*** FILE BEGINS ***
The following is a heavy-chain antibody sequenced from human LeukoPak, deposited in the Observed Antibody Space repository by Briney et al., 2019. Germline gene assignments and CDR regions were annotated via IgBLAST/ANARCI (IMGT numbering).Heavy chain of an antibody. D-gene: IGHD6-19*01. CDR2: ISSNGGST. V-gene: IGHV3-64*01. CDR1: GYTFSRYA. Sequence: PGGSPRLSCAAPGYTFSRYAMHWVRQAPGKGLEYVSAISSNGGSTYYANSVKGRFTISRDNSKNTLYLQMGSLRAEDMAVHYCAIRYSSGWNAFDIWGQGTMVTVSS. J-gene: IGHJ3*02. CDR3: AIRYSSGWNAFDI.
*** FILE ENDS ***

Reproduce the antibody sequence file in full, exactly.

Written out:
The following is a heavy-chain antibody sequenced from human LeukoPak, deposited in the Observed Antibody Space repository by Briney et al., 2019. Germline gene assignments and CDR regions were annotated via IgBLAST/ANARCI (IMGT numbering).Heavy chain of an antibody. D-gene: IGHD6-19*01. CDR2: ISSNGGST. V-gene: IGHV3-64*01. CDR1: GYTFSRYA. Sequence: PGGSPRLSCAAPGYTFSRYAMHWVRQAPGKGLEYVSAISSNGGSTYYANSVKGRFTISRDNSKNTLYLQMGSLRAEDMAVHYCAIRYSSGWNAFDIWGQGTMVTVSS. J-gene: IGHJ3*02. CDR3: AIRYSSGWNAFDI.